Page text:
Burton J. Johnson, Major
From driving a motorcycle in the Military Police at Fort Sill, Oklahoma, to being placed in charge of Japanese P.O.W.’s by General McArthur in Manila, Burt Johnson served his country to his fullest ability at the height of the Pacific Campaign in WWII and was rewarded with promotion and recognition for remarkable service--service that would continue with a life-long career as a lawyer and as one of the original players at DRI.
Burt Johnson decided to join the Army at age 18 and was sent to Fort Sill, Oklahoma. He was placed in the artillery division as a private until the colonel there heard that he had motorcycle riding experience. Mr. Johnson was then put on a motorcycle to drive junior officers around and control traffic before he was promoted to sergeant and put in charge of the motorcycle patrol of Fort Sill.
After the quick promotion, Mr. Johnson remained in Oklahoma for a couple of years, until a colonel urged him to go to Officer Candidate School and be commissioned as an officer. He received his commission at Fort Benning, Georgia, where he focused on infantry training. Mr. Johnson’s commission was changed, however, to corps military police even though it was formed after he completed his training. The reason for this change was that his superiors saw fit to keep him in a similar line of work, now as a second lieutenant. He also was an instructor at the corps military police training and was promoted to captain.
When the time came, Mr. Johnson was shipped overseas to the South Pacific. After the American and Australian invasion of New Guinea, he was sent to New Guinea. He was in charge of all of the Japanese prisoner of war camps around the cities of Finschhafen and Hollandia and was the commanding officer over the Americans and Australians forces in the area. Mr. Johnson also had the job of preventing Japanese raids from the mountains into the villages as well, as organizing the villages and setting up the military police throughout the villages.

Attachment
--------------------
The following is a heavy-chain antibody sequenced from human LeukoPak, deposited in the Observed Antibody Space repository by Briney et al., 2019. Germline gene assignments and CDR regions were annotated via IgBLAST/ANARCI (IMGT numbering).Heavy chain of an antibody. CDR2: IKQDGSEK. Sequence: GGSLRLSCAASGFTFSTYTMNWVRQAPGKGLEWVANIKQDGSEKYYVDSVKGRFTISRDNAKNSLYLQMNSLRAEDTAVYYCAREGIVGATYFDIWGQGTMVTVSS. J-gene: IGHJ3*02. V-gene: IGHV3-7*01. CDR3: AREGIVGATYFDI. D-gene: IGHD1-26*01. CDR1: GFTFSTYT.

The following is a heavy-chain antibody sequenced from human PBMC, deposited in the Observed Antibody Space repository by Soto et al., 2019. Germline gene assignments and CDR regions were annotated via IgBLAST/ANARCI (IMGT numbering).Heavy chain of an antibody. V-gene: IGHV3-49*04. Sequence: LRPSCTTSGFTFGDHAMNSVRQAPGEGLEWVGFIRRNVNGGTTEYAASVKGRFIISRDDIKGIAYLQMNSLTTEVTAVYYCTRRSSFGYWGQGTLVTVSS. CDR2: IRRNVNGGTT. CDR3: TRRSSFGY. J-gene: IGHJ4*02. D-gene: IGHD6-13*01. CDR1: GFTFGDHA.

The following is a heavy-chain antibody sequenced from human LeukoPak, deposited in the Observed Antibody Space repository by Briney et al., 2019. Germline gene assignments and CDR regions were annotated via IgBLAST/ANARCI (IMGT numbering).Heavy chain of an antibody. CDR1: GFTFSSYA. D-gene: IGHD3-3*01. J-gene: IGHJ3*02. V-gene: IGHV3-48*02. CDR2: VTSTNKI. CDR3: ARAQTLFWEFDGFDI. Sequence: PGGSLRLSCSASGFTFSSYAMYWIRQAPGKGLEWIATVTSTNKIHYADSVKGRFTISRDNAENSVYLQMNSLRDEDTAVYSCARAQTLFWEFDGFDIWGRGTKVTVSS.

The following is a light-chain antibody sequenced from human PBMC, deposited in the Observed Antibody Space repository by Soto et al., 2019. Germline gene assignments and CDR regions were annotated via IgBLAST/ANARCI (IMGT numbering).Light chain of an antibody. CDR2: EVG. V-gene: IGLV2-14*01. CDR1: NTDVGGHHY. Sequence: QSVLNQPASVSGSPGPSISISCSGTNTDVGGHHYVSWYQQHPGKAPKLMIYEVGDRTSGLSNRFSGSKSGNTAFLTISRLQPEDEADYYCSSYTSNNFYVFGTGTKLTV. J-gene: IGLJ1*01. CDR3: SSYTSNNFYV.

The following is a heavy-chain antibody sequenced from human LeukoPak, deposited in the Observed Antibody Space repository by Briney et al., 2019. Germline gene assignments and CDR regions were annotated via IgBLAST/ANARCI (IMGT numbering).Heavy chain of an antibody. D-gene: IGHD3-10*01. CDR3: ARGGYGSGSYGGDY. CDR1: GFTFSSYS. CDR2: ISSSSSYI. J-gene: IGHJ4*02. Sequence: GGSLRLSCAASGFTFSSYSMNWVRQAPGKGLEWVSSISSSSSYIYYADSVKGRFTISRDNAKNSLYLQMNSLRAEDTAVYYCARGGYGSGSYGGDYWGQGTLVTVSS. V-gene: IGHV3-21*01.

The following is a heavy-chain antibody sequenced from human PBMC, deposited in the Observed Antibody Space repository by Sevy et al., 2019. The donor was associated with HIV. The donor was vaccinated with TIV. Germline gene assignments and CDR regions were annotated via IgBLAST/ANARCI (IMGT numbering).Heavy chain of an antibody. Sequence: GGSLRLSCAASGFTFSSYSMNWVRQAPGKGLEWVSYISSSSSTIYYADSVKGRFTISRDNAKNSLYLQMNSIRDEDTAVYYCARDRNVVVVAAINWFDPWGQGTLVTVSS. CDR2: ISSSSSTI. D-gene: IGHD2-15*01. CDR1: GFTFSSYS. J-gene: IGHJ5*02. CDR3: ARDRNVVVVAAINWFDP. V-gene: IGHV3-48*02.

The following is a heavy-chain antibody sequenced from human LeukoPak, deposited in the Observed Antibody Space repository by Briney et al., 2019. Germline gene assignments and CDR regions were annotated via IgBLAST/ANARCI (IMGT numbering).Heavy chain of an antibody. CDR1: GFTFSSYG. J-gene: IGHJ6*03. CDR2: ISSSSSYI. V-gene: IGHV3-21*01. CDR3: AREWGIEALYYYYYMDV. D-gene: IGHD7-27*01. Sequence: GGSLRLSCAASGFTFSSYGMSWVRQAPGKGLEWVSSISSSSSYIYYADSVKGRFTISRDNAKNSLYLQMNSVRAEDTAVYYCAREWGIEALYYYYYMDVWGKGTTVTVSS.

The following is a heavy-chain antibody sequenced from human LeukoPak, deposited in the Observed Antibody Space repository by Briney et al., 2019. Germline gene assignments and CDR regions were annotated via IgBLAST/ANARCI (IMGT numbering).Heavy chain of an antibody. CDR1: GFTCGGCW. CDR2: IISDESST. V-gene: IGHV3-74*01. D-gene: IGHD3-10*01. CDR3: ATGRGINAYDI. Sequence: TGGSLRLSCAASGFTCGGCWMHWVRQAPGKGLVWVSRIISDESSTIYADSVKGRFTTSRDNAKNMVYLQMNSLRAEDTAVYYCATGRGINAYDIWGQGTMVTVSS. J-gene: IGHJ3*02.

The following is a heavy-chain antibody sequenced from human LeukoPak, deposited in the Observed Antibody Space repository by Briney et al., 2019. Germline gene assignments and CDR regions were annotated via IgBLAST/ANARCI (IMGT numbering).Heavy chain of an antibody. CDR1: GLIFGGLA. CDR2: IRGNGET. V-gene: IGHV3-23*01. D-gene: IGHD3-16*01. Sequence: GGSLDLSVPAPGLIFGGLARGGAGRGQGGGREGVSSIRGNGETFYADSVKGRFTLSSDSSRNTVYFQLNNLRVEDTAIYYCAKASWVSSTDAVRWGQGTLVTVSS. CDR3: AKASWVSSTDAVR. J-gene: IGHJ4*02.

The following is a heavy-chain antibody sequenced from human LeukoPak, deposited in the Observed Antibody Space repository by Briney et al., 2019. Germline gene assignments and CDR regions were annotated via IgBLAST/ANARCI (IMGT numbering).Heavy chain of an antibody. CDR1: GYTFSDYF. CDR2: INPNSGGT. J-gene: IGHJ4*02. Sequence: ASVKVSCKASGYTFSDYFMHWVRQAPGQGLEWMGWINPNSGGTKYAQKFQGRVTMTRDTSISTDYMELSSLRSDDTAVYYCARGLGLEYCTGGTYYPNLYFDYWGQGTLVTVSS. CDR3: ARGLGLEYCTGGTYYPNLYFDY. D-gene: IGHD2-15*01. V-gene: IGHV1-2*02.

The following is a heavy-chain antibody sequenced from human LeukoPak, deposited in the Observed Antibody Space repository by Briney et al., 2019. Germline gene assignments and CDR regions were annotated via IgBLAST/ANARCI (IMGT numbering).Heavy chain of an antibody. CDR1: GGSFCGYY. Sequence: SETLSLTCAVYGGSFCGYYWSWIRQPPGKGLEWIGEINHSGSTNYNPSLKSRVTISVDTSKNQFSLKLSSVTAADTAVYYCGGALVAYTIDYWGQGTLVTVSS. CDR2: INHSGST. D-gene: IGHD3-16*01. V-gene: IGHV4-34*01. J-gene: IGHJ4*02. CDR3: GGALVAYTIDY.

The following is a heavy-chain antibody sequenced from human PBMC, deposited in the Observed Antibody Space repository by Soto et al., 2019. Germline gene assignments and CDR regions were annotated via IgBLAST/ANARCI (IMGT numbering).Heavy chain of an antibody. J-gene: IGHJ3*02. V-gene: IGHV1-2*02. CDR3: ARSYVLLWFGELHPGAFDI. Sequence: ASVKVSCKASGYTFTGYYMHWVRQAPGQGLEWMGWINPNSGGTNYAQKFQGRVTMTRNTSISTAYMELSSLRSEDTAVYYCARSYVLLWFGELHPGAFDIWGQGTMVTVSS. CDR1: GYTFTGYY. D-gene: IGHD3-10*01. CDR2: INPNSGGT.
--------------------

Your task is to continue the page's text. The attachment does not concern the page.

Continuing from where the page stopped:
Mr. Johnson’s duties expanded again, and he was then made the head of the all of the prisoner of war camps up through New Guinea, the Philippines, and the small islands thereabout. He established and organized POW camps all throughout the region, followed by a promotion to the rank of major. He was sent to Manila, Philippines, and in the fall of 1944, General MacArthur appointed Major Johnson to be in charge of the North and South bay harbors at Manila—harbors that were being brought in to support the invasion of Japan. However, with the surrender of Japan in the late summer of 1945, the war ended, and Major Johnson was able to go home quickly. He then worked through the OCS school in Oklahoma and was in charge of seeking non-commissioned officers to become a combat battalion while also completing an advanced degree in law. Mr. Johnson was transferred down to Dallas, Texas and in 1950, his battalion was sent to Korea without him, ending his service in the military.
Mr. Johnson uses his interview to provide details about his unique duties in the Army, about controlling POW camps, and using prisoners for labor. He also discusses his relationships with the natives of the Pacific islands, and with the Australian Army; of protecting the supply chain, of protecting and organizing villages liberated from Japan, and of attending special events for officers. His command expanded from six motorcycle riders to a company of 150 military police, to the entire military police force in the Philippines and New Guinea region. Mr. Johnson’s story gives a unique perspective of an American Army officer and how dedicated soldiers like him contributed to the victory of the Second World War in the Pacific.